IBM has confirmed that its has sold its personal computer businesss to Chinese group Lenovo, in a complex deal valued at $1.75billion and which, importantly, gives the company rights to use the IBM Think brand.
So IBM is looking for a way out of the PC business. Big Blue's personal computer division is going to be sold. It's hard to believe after all these years, even though the PC business at IBM has never really recovered from the kidney-punch Microsoft delivered to it by withholding licensing for Windows 95 until 15 minutes prior to launch. The malignant monopoly was just as open to the possibility of competition in those days as it is today, so IBM had to be punished for daring to push OS/2. On the other hand, someone might say that this movement strengthens the US factor in the huge Chinese market.
The deal immediately moves Lenovo, formerly the Legend Group, from being the eighth-largest PC maker globally to the third spot, behind only Dell and Hewlett-Packard. It also represents the largest ever foreign acquisition by a Chinese company.
Under the terms of the sale, Lenovo will pay $600 million in cash and $650 million in common stock, and assume $500 million in IBM debt. It gains the right to produce IBM-branded PCs under a five-year licencing agreement.
IBM will take an 18.9 percent stake in Lenovo, and BigBlue will be the Lenovo's "preferred supplier" of support services and customer financing.
The deal is expected to be finalized in the second quarter of 2005.
IBM's chief executive Sam Palmisano cited economies of scale as one reason behind the move, saying the consumer PC business is increasingly resembling the consumer electronics sector. "This further strengthens IBM's focus on the enterprise [sector]", he said.
The sale continues IBM's strategy of selling fewer commodity products towards becoming a supplier of services, software and high end computers. Even though the company played a crucial role in making PCs a global business, analysts suggested IBM has not made big profits from personal computers, and has sometimes lost money, even tough in its last financial year, it was an $11 billion business.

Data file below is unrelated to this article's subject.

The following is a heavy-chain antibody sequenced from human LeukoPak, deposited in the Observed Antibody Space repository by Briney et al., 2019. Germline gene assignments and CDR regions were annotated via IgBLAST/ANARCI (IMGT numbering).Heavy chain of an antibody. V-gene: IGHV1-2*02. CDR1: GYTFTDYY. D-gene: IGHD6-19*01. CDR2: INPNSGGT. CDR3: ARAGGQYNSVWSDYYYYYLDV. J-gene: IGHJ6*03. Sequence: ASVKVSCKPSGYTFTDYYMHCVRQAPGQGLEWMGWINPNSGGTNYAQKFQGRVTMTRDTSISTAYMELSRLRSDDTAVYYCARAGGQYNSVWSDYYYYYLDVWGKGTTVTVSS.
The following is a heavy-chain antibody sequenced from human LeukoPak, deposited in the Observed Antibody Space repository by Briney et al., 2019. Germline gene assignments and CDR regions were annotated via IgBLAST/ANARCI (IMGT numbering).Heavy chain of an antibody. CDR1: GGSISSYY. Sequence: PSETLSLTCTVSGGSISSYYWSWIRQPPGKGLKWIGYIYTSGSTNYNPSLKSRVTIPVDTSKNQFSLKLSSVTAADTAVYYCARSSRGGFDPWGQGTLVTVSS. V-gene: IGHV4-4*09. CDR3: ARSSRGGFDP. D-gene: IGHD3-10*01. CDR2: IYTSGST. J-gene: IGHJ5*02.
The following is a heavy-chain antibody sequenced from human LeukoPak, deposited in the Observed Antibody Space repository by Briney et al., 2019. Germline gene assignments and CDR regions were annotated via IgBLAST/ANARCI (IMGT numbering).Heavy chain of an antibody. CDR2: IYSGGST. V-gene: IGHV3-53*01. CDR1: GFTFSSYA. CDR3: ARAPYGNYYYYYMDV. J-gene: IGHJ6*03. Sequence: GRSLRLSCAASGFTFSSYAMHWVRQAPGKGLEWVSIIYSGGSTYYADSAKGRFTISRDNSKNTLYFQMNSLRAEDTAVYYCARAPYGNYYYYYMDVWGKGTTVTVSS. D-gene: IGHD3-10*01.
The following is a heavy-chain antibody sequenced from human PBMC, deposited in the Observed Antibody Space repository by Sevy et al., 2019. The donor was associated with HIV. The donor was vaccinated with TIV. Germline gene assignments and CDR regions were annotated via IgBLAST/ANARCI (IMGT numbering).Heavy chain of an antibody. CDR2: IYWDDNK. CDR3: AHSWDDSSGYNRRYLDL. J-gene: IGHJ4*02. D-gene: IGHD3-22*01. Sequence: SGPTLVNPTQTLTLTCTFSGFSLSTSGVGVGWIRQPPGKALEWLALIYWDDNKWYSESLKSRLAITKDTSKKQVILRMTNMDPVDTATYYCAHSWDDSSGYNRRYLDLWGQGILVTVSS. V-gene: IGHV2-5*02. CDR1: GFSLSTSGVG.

The enlarged Lenovo will have annual revenues of more than $12billion and will move its headquarters from Beijing to New York. Stephen Ward, currently head of IBM's PC division, will become chief executive, while Yuanqing Yang, Lenovo's president and CEO, becomes chairman.
About 10,000 IBM employees will join Lenovo following the completion of the deal, of whom 40 per cent are based in China. Roughly 2,500 US employees are affected.
The companies said no job losses are involved, and that the new Lenovo would employ about 19 000 people.
IBM's competitors were quick to predict that the deal would fail. "When was the last time you saw a successful merger or acquisition in the computer industry? It hasn't happened in a long, long time," said Michael Dell, founder and chairman of the largest PC maker, at a conference in San Francisco on Wednesday.
Duane Zitzner, head of HP's PC division, predicted that the deal would "create a lot of turmoil within IBM accounts" from which HP would benefit.
IBM outsourced its PC manufacturing operations in Europe and North America to contract manufacturer Sanmina-SCI. Its PC manufacturing in China now becomes part of Lenovo.